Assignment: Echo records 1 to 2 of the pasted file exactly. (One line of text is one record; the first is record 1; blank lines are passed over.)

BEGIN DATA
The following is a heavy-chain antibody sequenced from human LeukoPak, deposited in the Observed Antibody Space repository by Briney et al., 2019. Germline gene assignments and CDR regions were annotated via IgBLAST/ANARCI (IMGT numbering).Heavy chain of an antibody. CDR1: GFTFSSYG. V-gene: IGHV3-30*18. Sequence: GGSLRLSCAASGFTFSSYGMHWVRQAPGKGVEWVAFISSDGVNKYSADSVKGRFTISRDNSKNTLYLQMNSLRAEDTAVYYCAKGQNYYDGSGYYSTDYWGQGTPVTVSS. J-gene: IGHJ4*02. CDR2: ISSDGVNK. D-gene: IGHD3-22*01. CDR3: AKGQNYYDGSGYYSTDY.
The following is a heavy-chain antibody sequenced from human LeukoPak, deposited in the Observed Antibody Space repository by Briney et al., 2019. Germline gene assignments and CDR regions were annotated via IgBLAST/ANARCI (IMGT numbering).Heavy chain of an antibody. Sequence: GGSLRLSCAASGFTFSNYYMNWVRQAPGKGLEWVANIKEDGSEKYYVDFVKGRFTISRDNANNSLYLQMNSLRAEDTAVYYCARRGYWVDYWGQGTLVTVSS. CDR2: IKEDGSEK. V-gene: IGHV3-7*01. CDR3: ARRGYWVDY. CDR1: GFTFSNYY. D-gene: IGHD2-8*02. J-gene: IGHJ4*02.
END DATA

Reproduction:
The following is a heavy-chain antibody sequenced from human LeukoPak, deposited in the Observed Antibody Space repository by Briney et al., 2019. Germline gene assignments and CDR regions were annotated via IgBLAST/ANARCI (IMGT numbering).Heavy chain of an antibody. CDR1: GFTFSSYG. V-gene: IGHV3-30*18. Sequence: GGSLRLSCAASGFTFSSYGMHWVRQAPGKGVEWVAFISSDGVNKYSADSVKGRFTISRDNSKNTLYLQMNSLRAEDTAVYYCAKGQNYYDGSGYYSTDYWGQGTPVTVSS. J-gene: IGHJ4*02. CDR2: ISSDGVNK. D-gene: IGHD3-22*01. CDR3: AKGQNYYDGSGYYSTDY.
The following is a heavy-chain antibody sequenced from human LeukoPak, deposited in the Observed Antibody Space repository by Briney et al., 2019. Germline gene assignments and CDR regions were annotated via IgBLAST/ANARCI (IMGT numbering).Heavy chain of an antibody. Sequence: GGSLRLSCAASGFTFSNYYMNWVRQAPGKGLEWVANIKEDGSEKYYVDFVKGRFTISRDNANNSLYLQMNSLRAEDTAVYYCARRGYWVDYWGQGTLVTVSS. CDR2: IKEDGSEK. V-gene: IGHV3-7*01. CDR3: ARRGYWVDY. CDR1: GFTFSNYY. D-gene: IGHD2-8*02. J-gene: IGHJ4*02.